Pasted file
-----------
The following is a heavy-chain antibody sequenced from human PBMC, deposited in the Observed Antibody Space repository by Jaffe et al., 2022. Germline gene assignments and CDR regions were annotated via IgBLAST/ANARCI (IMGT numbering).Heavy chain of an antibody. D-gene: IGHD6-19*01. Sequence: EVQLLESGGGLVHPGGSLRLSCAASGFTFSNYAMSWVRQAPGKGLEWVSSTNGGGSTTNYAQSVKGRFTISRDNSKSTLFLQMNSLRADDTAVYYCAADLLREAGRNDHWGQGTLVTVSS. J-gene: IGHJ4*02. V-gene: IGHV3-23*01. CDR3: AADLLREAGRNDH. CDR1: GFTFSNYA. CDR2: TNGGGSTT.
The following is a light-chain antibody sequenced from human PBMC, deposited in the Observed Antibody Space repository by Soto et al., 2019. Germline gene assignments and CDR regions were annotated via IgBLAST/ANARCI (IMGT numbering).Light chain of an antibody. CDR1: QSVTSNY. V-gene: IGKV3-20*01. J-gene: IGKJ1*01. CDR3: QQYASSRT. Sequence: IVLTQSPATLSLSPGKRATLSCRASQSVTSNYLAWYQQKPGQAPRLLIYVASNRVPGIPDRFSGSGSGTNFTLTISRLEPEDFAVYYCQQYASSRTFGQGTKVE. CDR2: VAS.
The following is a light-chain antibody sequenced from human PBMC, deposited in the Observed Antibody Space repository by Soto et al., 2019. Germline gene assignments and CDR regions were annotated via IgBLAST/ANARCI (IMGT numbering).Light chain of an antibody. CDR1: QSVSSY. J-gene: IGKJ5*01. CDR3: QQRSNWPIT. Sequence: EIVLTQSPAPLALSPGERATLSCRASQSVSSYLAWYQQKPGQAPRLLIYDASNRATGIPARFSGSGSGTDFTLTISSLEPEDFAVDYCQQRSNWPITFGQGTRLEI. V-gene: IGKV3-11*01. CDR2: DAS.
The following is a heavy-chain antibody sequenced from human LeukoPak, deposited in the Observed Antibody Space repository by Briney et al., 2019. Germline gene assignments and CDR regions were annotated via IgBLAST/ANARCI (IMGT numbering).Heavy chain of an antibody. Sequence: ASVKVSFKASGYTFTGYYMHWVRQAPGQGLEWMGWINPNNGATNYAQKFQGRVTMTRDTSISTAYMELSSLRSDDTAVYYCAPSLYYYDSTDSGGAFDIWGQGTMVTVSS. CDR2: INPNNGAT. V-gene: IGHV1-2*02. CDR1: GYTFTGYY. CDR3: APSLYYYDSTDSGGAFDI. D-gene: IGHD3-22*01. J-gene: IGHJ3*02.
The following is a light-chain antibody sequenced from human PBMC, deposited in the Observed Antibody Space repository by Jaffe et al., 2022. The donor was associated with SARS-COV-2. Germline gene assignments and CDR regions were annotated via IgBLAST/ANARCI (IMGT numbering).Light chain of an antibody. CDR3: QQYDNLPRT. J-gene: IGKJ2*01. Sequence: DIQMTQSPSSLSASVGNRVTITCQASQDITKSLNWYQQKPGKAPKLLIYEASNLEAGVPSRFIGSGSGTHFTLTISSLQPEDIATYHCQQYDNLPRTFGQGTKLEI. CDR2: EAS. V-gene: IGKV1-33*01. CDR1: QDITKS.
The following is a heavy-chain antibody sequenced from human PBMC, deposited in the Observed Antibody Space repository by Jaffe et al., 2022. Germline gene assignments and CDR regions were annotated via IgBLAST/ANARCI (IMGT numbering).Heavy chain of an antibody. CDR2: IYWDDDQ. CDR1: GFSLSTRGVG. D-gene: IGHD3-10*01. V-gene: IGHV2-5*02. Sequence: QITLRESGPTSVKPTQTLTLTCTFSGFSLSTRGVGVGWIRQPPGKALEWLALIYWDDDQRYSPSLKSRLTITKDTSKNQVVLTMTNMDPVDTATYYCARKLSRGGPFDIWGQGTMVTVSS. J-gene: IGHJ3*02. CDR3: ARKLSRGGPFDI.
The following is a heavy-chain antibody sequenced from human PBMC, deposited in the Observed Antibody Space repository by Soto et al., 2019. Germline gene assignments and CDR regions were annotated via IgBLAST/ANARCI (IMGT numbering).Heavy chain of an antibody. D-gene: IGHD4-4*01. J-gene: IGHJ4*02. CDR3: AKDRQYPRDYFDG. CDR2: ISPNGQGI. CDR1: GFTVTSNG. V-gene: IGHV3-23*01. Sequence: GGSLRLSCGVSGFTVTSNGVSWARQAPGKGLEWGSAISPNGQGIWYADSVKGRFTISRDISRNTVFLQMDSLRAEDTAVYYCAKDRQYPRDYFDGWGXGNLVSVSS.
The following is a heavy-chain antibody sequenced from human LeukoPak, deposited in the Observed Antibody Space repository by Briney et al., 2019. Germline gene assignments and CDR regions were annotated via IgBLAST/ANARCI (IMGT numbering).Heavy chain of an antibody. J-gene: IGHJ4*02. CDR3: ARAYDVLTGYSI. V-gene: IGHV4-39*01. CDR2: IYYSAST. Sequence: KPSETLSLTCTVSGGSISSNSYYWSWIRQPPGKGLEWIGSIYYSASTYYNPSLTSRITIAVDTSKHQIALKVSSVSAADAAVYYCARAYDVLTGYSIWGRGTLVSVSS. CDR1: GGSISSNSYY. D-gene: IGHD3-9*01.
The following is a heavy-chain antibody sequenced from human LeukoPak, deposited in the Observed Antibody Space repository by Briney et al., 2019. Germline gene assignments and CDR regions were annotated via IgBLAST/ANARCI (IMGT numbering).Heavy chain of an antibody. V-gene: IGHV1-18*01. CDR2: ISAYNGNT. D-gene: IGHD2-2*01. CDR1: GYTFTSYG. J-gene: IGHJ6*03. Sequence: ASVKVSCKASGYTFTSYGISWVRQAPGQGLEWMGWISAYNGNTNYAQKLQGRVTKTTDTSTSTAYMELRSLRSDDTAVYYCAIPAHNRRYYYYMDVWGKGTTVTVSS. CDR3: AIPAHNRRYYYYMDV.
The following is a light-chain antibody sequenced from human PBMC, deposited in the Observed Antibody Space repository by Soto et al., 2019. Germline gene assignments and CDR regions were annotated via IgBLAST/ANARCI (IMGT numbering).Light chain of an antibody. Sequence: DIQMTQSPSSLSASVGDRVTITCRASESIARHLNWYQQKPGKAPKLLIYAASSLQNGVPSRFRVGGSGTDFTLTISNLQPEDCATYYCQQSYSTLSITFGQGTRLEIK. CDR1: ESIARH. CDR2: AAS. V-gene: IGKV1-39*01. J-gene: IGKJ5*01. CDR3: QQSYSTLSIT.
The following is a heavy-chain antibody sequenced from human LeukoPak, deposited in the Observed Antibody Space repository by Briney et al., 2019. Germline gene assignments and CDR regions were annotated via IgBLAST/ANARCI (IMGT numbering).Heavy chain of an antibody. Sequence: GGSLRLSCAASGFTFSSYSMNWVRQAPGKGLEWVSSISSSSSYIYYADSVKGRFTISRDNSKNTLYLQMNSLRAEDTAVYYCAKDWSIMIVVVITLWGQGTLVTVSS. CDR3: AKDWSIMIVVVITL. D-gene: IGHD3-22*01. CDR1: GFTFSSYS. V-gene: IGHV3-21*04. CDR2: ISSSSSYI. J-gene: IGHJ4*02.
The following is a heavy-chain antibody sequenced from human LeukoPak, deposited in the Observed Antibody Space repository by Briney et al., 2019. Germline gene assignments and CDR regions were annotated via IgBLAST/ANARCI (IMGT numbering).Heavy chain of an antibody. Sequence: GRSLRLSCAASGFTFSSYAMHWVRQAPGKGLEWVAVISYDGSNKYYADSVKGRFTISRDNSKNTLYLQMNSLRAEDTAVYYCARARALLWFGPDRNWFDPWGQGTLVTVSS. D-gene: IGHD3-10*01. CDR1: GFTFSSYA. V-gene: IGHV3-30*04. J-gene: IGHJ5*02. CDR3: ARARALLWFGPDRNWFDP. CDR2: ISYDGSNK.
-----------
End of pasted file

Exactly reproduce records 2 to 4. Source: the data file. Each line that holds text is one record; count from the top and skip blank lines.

The following is a light-chain antibody sequenced from human PBMC, deposited in the Observed Antibody Space repository by Soto et al., 2019. Germline gene assignments and CDR regions were annotated via IgBLAST/ANARCI (IMGT numbering).Light chain of an antibody. CDR1: QSVTSNY. V-gene: IGKV3-20*01. J-gene: IGKJ1*01. CDR3: QQYASSRT. Sequence: IVLTQSPATLSLSPGKRATLSCRASQSVTSNYLAWYQQKPGQAPRLLIYVASNRVPGIPDRFSGSGSGTNFTLTISRLEPEDFAVYYCQQYASSRTFGQGTKVE. CDR2: VAS.
The following is a light-chain antibody sequenced from human PBMC, deposited in the Observed Antibody Space repository by Soto et al., 2019. Germline gene assignments and CDR regions were annotated via IgBLAST/ANARCI (IMGT numbering).Light chain of an antibody. CDR1: QSVSSY. J-gene: IGKJ5*01. CDR3: QQRSNWPIT. Sequence: EIVLTQSPAPLALSPGERATLSCRASQSVSSYLAWYQQKPGQAPRLLIYDASNRATGIPARFSGSGSGTDFTLTISSLEPEDFAVDYCQQRSNWPITFGQGTRLEI. V-gene: IGKV3-11*01. CDR2: DAS.
The following is a heavy-chain antibody sequenced from human LeukoPak, deposited in the Observed Antibody Space repository by Briney et al., 2019. Germline gene assignments and CDR regions were annotated via IgBLAST/ANARCI (IMGT numbering).Heavy chain of an antibody. Sequence: ASVKVSFKASGYTFTGYYMHWVRQAPGQGLEWMGWINPNNGATNYAQKFQGRVTMTRDTSISTAYMELSSLRSDDTAVYYCAPSLYYYDSTDSGGAFDIWGQGTMVTVSS. CDR2: INPNNGAT. V-gene: IGHV1-2*02. CDR1: GYTFTGYY. CDR3: APSLYYYDSTDSGGAFDI. D-gene: IGHD3-22*01. J-gene: IGHJ3*02.